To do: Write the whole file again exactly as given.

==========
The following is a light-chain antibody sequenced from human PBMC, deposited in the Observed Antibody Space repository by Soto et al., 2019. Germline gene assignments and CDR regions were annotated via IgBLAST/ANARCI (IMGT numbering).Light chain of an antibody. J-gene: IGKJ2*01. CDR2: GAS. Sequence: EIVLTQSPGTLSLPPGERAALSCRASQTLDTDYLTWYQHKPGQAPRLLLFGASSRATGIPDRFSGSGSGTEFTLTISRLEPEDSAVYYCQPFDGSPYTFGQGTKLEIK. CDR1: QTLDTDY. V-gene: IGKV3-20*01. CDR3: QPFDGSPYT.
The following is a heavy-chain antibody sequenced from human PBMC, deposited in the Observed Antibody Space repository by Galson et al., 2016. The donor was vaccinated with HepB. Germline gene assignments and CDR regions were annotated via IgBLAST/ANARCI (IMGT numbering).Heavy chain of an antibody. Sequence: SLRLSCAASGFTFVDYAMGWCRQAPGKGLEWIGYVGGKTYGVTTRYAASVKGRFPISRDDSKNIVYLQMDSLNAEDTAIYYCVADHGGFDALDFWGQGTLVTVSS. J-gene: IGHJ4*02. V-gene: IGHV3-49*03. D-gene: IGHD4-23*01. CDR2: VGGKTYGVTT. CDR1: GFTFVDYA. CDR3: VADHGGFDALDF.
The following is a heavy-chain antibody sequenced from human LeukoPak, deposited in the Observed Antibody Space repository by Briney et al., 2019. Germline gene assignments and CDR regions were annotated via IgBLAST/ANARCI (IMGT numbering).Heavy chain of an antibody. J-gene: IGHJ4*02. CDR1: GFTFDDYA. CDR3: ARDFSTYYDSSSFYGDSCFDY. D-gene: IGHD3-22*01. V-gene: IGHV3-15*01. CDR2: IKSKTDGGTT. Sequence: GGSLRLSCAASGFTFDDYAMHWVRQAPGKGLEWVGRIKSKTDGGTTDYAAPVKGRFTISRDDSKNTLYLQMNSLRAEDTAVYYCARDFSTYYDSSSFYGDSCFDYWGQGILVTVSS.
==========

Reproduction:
The following is a light-chain antibody sequenced from human PBMC, deposited in the Observed Antibody Space repository by Soto et al., 2019. Germline gene assignments and CDR regions were annotated via IgBLAST/ANARCI (IMGT numbering).Light chain of an antibody. J-gene: IGKJ2*01. CDR2: GAS. Sequence: EIVLTQSPGTLSLPPGERAALSCRASQTLDTDYLTWYQHKPGQAPRLLLFGASSRATGIPDRFSGSGSGTEFTLTISRLEPEDSAVYYCQPFDGSPYTFGQGTKLEIK. CDR1: QTLDTDY. V-gene: IGKV3-20*01. CDR3: QPFDGSPYT.
The following is a heavy-chain antibody sequenced from human PBMC, deposited in the Observed Antibody Space repository by Galson et al., 2016. The donor was vaccinated with HepB. Germline gene assignments and CDR regions were annotated via IgBLAST/ANARCI (IMGT numbering).Heavy chain of an antibody. Sequence: SLRLSCAASGFTFVDYAMGWCRQAPGKGLEWIGYVGGKTYGVTTRYAASVKGRFPISRDDSKNIVYLQMDSLNAEDTAIYYCVADHGGFDALDFWGQGTLVTVSS. J-gene: IGHJ4*02. V-gene: IGHV3-49*03. D-gene: IGHD4-23*01. CDR2: VGGKTYGVTT. CDR1: GFTFVDYA. CDR3: VADHGGFDALDF.
The following is a heavy-chain antibody sequenced from human LeukoPak, deposited in the Observed Antibody Space repository by Briney et al., 2019. Germline gene assignments and CDR regions were annotated via IgBLAST/ANARCI (IMGT numbering).Heavy chain of an antibody. J-gene: IGHJ4*02. CDR1: GFTFDDYA. CDR3: ARDFSTYYDSSSFYGDSCFDY. D-gene: IGHD3-22*01. V-gene: IGHV3-15*01. CDR2: IKSKTDGGTT. Sequence: GGSLRLSCAASGFTFDDYAMHWVRQAPGKGLEWVGRIKSKTDGGTTDYAAPVKGRFTISRDDSKNTLYLQMNSLRAEDTAVYYCARDFSTYYDSSSFYGDSCFDYWGQGILVTVSS.